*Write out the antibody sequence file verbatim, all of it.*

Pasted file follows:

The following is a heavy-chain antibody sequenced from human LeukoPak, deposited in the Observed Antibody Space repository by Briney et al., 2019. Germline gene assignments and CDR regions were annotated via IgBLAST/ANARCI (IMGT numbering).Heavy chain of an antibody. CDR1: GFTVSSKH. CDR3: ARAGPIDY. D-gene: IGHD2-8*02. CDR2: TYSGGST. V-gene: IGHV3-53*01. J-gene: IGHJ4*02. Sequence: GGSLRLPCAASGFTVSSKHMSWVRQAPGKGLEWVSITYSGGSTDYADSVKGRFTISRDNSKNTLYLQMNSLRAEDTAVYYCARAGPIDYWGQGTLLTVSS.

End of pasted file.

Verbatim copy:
The following is a heavy-chain antibody sequenced from human LeukoPak, deposited in the Observed Antibody Space repository by Briney et al., 2019. Germline gene assignments and CDR regions were annotated via IgBLAST/ANARCI (IMGT numbering).Heavy chain of an antibody. CDR1: GFTVSSKH. CDR3: ARAGPIDY. D-gene: IGHD2-8*02. CDR2: TYSGGST. V-gene: IGHV3-53*01. J-gene: IGHJ4*02. Sequence: GGSLRLPCAASGFTVSSKHMSWVRQAPGKGLEWVSITYSGGSTDYADSVKGRFTISRDNSKNTLYLQMNSLRAEDTAVYYCARAGPIDYWGQGTLLTVSS.